THE LIBERTARIAN ENTERPRISE
Number 22, February 15, 1997.

Balancing the Budget ... By Spending More

By Vin Suprynowicz
vin@lvrj.com

Special to The Libertarian Enterprise

         The quintessential moment of Bill Clinton's State of the Union address Tuesday evening -- as many viewers surfed their channel dials, watching for the near-simultaneous announcement of the jury verdicts in the O.J. Simpson civil trial -- came when the president drew his first sustained ovation, issuing to the combined houses of Congress the challenge: "Let this Congress be the Congress that finally balances the budget."
         After the applause died down, the president repeated his challenge, but with a slight addendum: "Let's balance the budget ... by 2002."
         Take my wife ... please.
         "This Congress," of course, will not be in office in the year 2002. And deficit budgets passed today will still add to the staggering and irredeemable national debt -- while riders blithely promising big spending cuts after Mr. Clinton is safely out of office may be expected to melt away like snowflakes in April.
         Bill Clinton has always been willing to tell us what we want to hear, of course, from his campaign vow to "end welfare as we know it," to his bold pronouncement just a year ago that "The era of big government is over."
         Now, he has rocketed so far into Fantasyland that he warns private employers not to drag their feet over his new carrot-and-whip "incentives" for them to provide jobs to drug addicted unwed mothers: "You can't blame that old welfare system; we've torn it down!" the president shouted.
         Are there special trains streaming out of Washington and the capitals of the several states, carrying home the unemployed welfare workers with their steamer trunks?
         Of course not. In Never-Neverland, taxes go up, more bureaucrats are hired, thousands of new regulations pour forth, hundreds of thousands of new "offenders" are jailed, and the president beams and calls it "smaller."
         The still-ambitious president detailed how "My balanced budget will extend health care to 5 million more children," how his balanced budget will "certify 100,000 new master teachers," fund "training, transportation and child care" to help those "former" welfare recipients get to work, "help finance $20 billion in new school construction" (never before considered a federal responsibility) and even "for the first time pay for annual mammograms."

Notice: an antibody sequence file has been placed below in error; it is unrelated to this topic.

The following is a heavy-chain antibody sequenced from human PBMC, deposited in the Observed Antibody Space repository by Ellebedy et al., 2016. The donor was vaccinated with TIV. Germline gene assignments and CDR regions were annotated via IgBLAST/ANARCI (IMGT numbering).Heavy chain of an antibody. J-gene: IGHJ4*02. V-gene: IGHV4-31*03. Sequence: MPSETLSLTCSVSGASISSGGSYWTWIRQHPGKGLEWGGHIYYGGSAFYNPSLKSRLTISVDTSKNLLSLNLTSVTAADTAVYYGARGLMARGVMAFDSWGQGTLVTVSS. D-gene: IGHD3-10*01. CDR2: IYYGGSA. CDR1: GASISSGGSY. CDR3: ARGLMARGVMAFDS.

Most expensive would be a massive new program of direct aid -- expanded Pell Grants and "a simple skill grant directly into workers' hands" -- to guarantee that "the 13th and 14th years of education must be universal."
         When humorist Garrison Keillor bragged that in his fictional community of Lake Woebegone "All the children are above average," National Public Radio audiences howled. How will they now respond to Mr. Clinton's cooked-up national goal that "every 18-year-old must be able to go to college"?
         The evening, in the end, advanced the nation so far from the famous Democratic promise of "a chicken in every pot" (a promise borrowed from Henri of Navarre, of course) that Americans are now led to expect that government can and will provide them with "a computer in every home."
         And did no one else note the vow to "ban the advertising and marketing of cigarettes that endanger their (children's) lives"?
         Alcohol Prohibition flopped. The current War on Drugs has increased drug potency and consumption many times over, while destroying our inner cities and most of our Constitution. So how much will now be spent -- how many of our remaining freedoms sacrificed -- in the hopeless pursuit of this blithely-stated goal of ending the "marketing of cigarettes" to a nation of tobacco addicts?
         Congress seemed pleased enough, Tuesday night, with a five-year budget plan that backloads all the bureaucratic "pain and sacrifice" into the next century. In the light of another day, here's hoping the Republican-led Congress now thinks to ask: If less government and more freedom would really be good for America ... why wait?
         Mr. Clinton wants credit for "balancing the federal budget"? Just as the GOP last fall forced on the president a more strenuous welfare reform package than he and the Democrats really wanted, let them now give him the balanced budget he says he wants ... a federal budget balanced not by 2002, but in 1998 ... not by raising taxes, but by eliminating the unconstitutional, collectivist, intergenerational New Deal Ponzi schemes known as Medicare, Medicaid and Social Security.
         "Balancing the budget requires only your vote and my signature," the president said.
         Well, the Republicans have the votes to balance the budget now. If they wish to prove their party has any remaining usefulness, let them present such a budget to Mr. Clinton. Then, he can either sign it, or explain why not.

Vin Suprynowicz is the assistant editorial page editor of the Las Vegas Review-Journal. The web site for the Suprynowicz column is at http://www.nguworld.com/vindex/. The column is syndicated in the United States and Canada via Mountain Media Syndications.


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